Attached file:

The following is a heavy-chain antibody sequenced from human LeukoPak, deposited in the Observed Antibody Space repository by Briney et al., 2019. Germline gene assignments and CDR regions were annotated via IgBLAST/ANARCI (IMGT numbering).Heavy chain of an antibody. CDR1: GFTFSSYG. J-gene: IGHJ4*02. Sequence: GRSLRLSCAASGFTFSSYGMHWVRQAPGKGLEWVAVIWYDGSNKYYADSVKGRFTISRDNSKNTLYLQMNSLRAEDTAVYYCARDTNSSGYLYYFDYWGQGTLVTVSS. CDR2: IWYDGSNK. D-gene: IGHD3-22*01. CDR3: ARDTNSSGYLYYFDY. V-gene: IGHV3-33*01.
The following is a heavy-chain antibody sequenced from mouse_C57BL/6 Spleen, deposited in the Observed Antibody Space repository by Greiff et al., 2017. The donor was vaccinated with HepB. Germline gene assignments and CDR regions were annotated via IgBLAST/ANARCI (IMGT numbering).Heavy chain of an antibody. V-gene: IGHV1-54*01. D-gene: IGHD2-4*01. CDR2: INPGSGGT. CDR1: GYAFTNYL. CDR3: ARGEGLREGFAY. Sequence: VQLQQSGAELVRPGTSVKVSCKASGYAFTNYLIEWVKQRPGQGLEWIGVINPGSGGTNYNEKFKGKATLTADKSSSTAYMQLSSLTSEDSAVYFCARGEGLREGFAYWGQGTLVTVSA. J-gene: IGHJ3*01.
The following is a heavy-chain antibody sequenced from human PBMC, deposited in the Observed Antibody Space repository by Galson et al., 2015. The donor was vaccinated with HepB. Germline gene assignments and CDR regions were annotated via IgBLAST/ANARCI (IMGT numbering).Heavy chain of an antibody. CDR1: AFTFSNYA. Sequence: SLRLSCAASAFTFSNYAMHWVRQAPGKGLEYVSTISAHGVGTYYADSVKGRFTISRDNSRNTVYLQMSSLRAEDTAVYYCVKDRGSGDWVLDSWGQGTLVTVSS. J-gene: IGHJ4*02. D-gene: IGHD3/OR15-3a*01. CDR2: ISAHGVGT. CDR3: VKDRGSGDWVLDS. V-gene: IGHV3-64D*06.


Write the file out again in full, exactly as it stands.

The following is a heavy-chain antibody sequenced from human LeukoPak, deposited in the Observed Antibody Space repository by Briney et al., 2019. Germline gene assignments and CDR regions were annotated via IgBLAST/ANARCI (IMGT numbering).Heavy chain of an antibody. CDR1: GFTFSSYG. J-gene: IGHJ4*02. Sequence: GRSLRLSCAASGFTFSSYGMHWVRQAPGKGLEWVAVIWYDGSNKYYADSVKGRFTISRDNSKNTLYLQMNSLRAEDTAVYYCARDTNSSGYLYYFDYWGQGTLVTVSS. CDR2: IWYDGSNK. D-gene: IGHD3-22*01. CDR3: ARDTNSSGYLYYFDY. V-gene: IGHV3-33*01.
The following is a heavy-chain antibody sequenced from mouse_C57BL/6 Spleen, deposited in the Observed Antibody Space repository by Greiff et al., 2017. The donor was vaccinated with HepB. Germline gene assignments and CDR regions were annotated via IgBLAST/ANARCI (IMGT numbering).Heavy chain of an antibody. V-gene: IGHV1-54*01. D-gene: IGHD2-4*01. CDR2: INPGSGGT. CDR1: GYAFTNYL. CDR3: ARGEGLREGFAY. Sequence: VQLQQSGAELVRPGTSVKVSCKASGYAFTNYLIEWVKQRPGQGLEWIGVINPGSGGTNYNEKFKGKATLTADKSSSTAYMQLSSLTSEDSAVYFCARGEGLREGFAYWGQGTLVTVSA. J-gene: IGHJ3*01.
The following is a heavy-chain antibody sequenced from human PBMC, deposited in the Observed Antibody Space repository by Galson et al., 2015. The donor was vaccinated with HepB. Germline gene assignments and CDR regions were annotated via IgBLAST/ANARCI (IMGT numbering).Heavy chain of an antibody. CDR1: AFTFSNYA. Sequence: SLRLSCAASAFTFSNYAMHWVRQAPGKGLEYVSTISAHGVGTYYADSVKGRFTISRDNSRNTVYLQMSSLRAEDTAVYYCVKDRGSGDWVLDSWGQGTLVTVSS. J-gene: IGHJ4*02. D-gene: IGHD3/OR15-3a*01. CDR2: ISAHGVGT. CDR3: VKDRGSGDWVLDS. V-gene: IGHV3-64D*06.